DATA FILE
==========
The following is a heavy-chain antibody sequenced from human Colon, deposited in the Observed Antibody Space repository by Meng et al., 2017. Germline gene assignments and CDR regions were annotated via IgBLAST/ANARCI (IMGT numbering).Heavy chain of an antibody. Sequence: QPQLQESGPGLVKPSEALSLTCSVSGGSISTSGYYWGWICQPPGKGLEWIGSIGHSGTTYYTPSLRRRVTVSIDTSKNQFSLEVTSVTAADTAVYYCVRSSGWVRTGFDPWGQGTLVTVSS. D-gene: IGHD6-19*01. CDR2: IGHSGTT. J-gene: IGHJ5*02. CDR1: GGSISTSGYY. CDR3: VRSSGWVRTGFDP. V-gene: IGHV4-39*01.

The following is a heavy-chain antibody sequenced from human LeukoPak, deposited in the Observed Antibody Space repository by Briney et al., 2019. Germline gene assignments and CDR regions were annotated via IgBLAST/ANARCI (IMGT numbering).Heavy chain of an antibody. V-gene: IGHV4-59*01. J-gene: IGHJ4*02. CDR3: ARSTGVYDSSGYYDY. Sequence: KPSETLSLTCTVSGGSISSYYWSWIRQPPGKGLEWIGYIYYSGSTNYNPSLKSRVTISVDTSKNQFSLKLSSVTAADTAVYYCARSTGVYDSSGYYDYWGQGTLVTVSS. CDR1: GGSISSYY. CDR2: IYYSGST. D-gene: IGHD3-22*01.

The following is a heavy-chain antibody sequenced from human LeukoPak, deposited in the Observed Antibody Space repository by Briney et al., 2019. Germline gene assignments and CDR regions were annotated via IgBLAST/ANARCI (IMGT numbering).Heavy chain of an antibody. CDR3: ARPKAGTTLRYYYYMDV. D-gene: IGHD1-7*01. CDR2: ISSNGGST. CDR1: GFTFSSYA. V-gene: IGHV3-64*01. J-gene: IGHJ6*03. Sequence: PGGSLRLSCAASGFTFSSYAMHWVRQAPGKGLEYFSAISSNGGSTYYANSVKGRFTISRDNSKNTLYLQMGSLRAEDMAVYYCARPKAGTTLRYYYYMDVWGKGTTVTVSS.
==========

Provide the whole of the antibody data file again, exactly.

The following is a heavy-chain antibody sequenced from human Colon, deposited in the Observed Antibody Space repository by Meng et al., 2017. Germline gene assignments and CDR regions were annotated via IgBLAST/ANARCI (IMGT numbering).Heavy chain of an antibody. Sequence: QPQLQESGPGLVKPSEALSLTCSVSGGSISTSGYYWGWICQPPGKGLEWIGSIGHSGTTYYTPSLRRRVTVSIDTSKNQFSLEVTSVTAADTAVYYCVRSSGWVRTGFDPWGQGTLVTVSS. D-gene: IGHD6-19*01. CDR2: IGHSGTT. J-gene: IGHJ5*02. CDR1: GGSISTSGYY. CDR3: VRSSGWVRTGFDP. V-gene: IGHV4-39*01.

The following is a heavy-chain antibody sequenced from human LeukoPak, deposited in the Observed Antibody Space repository by Briney et al., 2019. Germline gene assignments and CDR regions were annotated via IgBLAST/ANARCI (IMGT numbering).Heavy chain of an antibody. V-gene: IGHV4-59*01. J-gene: IGHJ4*02. CDR3: ARSTGVYDSSGYYDY. Sequence: KPSETLSLTCTVSGGSISSYYWSWIRQPPGKGLEWIGYIYYSGSTNYNPSLKSRVTISVDTSKNQFSLKLSSVTAADTAVYYCARSTGVYDSSGYYDYWGQGTLVTVSS. CDR1: GGSISSYY. CDR2: IYYSGST. D-gene: IGHD3-22*01.

The following is a heavy-chain antibody sequenced from human LeukoPak, deposited in the Observed Antibody Space repository by Briney et al., 2019. Germline gene assignments and CDR regions were annotated via IgBLAST/ANARCI (IMGT numbering).Heavy chain of an antibody. CDR3: ARPKAGTTLRYYYYMDV. D-gene: IGHD1-7*01. CDR2: ISSNGGST. CDR1: GFTFSSYA. V-gene: IGHV3-64*01. J-gene: IGHJ6*03. Sequence: PGGSLRLSCAASGFTFSSYAMHWVRQAPGKGLEYFSAISSNGGSTYYANSVKGRFTISRDNSKNTLYLQMGSLRAEDMAVYYCARPKAGTTLRYYYYMDVWGKGTTVTVSS.